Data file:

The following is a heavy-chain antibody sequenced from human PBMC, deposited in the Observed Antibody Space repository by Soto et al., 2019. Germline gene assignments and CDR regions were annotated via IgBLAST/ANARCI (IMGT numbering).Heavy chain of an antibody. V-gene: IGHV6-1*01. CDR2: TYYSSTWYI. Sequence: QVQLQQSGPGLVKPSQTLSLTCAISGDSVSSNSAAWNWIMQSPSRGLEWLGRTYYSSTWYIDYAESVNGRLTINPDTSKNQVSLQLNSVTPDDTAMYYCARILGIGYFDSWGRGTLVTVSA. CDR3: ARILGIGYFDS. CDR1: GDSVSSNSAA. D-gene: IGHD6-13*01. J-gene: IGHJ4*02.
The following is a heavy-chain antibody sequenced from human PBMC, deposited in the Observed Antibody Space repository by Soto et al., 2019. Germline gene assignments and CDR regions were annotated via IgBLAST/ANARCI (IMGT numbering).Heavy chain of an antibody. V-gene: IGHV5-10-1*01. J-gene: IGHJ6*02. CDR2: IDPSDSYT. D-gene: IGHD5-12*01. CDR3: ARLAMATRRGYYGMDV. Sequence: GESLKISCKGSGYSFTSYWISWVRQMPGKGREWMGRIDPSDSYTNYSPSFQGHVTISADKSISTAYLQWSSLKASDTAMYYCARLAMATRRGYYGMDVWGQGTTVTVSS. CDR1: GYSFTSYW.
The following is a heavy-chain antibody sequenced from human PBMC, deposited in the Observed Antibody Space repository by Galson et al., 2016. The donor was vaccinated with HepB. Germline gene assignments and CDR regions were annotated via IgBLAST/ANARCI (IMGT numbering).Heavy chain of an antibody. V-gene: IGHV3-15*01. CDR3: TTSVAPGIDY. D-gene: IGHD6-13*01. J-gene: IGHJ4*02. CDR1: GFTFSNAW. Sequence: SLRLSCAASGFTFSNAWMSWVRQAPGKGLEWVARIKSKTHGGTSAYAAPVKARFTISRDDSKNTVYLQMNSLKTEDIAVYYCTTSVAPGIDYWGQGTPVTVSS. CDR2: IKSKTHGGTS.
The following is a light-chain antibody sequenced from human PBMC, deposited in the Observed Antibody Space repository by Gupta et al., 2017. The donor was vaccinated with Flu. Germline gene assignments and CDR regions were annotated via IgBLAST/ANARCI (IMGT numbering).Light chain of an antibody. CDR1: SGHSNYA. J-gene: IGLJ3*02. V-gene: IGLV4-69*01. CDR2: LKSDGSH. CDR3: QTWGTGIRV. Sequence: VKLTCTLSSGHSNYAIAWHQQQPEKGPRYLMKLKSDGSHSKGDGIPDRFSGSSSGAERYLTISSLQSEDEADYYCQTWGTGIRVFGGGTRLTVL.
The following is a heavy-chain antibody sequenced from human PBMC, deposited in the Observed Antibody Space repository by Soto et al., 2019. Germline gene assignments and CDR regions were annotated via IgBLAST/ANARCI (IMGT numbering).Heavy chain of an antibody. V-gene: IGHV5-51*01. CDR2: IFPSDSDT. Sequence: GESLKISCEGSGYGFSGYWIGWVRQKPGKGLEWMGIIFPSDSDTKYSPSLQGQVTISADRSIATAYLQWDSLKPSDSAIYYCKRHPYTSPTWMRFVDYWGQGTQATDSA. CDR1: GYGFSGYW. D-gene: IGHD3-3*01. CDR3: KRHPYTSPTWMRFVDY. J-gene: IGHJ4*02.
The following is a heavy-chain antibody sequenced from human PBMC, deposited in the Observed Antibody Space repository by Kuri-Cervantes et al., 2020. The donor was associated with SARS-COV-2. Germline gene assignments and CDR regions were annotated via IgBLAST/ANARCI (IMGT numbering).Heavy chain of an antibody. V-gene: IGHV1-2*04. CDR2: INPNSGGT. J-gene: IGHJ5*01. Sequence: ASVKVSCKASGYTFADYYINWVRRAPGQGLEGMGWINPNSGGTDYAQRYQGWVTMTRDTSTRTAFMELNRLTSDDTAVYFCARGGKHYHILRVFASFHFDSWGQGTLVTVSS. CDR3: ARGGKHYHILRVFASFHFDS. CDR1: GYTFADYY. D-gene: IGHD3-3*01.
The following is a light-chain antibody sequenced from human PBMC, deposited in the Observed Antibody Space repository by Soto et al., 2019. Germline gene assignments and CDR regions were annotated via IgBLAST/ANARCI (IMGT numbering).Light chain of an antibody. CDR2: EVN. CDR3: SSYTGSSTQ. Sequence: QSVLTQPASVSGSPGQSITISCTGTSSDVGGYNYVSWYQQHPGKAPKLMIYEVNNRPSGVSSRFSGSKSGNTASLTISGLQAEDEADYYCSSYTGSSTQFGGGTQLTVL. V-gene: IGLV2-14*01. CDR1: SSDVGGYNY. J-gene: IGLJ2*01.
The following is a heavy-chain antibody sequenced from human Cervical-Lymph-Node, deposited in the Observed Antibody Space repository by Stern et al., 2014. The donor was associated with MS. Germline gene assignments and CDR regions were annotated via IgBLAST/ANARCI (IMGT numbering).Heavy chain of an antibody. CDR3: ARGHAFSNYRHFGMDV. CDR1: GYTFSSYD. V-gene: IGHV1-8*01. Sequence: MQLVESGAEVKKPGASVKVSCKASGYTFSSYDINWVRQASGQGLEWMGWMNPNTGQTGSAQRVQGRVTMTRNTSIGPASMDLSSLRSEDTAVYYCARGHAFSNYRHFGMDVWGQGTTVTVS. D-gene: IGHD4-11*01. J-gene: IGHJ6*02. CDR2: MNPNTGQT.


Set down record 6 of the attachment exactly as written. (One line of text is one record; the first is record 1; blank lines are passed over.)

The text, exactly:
The following is a heavy-chain antibody sequenced from human PBMC, deposited in the Observed Antibody Space repository by Kuri-Cervantes et al., 2020. The donor was associated with SARS-COV-2. Germline gene assignments and CDR regions were annotated via IgBLAST/ANARCI (IMGT numbering).Heavy chain of an antibody. V-gene: IGHV1-2*04. CDR2: INPNSGGT. J-gene: IGHJ5*01. Sequence: ASVKVSCKASGYTFADYYINWVRRAPGQGLEGMGWINPNSGGTDYAQRYQGWVTMTRDTSTRTAFMELNRLTSDDTAVYFCARGGKHYHILRVFASFHFDSWGQGTLVTVSS. CDR3: ARGGKHYHILRVFASFHFDS. CDR1: GYTFADYY. D-gene: IGHD3-3*01.